I was representing India on an international level. After that, I interacted with certain organizations that were working against drug abuse and working on rehabilitation of the drug addicts. I associated myself with those organizations because I realized that Bollywood (in fact, Mumbai as a city) has many bad habits that can swallow an outsider. So I tried to get associated with these organizations, but unfortunately, my association with them was not long-lasting. I was a loner trying to establish a Bollywood career, fighting my own battles and surviving on my own terms. I have started talking about various issues like politics, or issues like ‘justice for Sushant Singh Rajput,’ or the hypocrisy in Bollywood that they won’t address, things that help some people personally. I think I am talking about and doing more for society now than I did ten years back.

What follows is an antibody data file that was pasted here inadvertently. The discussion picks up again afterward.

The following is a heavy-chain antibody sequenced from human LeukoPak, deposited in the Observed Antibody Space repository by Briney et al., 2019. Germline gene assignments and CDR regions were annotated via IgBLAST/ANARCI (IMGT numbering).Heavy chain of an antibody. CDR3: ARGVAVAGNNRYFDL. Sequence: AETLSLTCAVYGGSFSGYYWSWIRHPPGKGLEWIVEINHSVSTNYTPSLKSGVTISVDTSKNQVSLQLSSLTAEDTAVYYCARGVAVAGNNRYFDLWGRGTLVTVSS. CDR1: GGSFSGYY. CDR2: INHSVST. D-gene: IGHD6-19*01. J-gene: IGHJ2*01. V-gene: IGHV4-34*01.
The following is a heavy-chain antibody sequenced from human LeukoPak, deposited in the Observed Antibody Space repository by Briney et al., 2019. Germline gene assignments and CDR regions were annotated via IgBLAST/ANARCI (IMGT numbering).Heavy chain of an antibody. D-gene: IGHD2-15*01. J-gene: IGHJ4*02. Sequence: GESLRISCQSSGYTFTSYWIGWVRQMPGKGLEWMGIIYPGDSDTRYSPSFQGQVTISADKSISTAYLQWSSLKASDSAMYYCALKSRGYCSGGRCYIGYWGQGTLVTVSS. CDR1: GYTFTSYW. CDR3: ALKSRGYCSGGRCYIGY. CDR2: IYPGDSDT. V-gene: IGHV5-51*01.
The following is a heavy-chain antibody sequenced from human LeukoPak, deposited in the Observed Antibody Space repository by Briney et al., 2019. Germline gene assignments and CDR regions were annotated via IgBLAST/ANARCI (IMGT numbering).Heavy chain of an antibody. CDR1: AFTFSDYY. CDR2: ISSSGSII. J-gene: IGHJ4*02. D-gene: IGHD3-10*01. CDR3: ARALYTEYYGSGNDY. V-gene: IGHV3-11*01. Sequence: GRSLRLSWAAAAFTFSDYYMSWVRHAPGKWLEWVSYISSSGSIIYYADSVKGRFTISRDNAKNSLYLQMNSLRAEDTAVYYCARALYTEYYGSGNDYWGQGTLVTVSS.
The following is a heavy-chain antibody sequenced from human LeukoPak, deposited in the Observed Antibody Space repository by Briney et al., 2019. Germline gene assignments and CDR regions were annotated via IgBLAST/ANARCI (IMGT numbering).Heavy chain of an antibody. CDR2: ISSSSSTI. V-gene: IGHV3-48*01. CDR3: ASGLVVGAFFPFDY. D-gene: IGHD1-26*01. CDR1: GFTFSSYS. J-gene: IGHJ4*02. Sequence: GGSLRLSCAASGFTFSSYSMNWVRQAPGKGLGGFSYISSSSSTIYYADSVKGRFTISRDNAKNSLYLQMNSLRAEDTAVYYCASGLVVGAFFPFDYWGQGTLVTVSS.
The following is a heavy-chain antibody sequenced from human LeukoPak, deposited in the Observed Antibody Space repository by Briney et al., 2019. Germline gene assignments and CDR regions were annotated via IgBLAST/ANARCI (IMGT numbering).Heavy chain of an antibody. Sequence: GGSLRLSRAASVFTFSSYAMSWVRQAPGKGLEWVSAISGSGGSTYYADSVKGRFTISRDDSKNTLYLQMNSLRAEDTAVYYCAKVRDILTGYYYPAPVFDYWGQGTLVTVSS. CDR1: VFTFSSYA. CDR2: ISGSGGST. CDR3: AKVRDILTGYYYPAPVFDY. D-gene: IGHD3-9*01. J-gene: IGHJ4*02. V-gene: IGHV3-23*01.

You are unafraid to voice your opinions. What is your take on feminism and pseudo feminism? What, according to you, distinguishes both?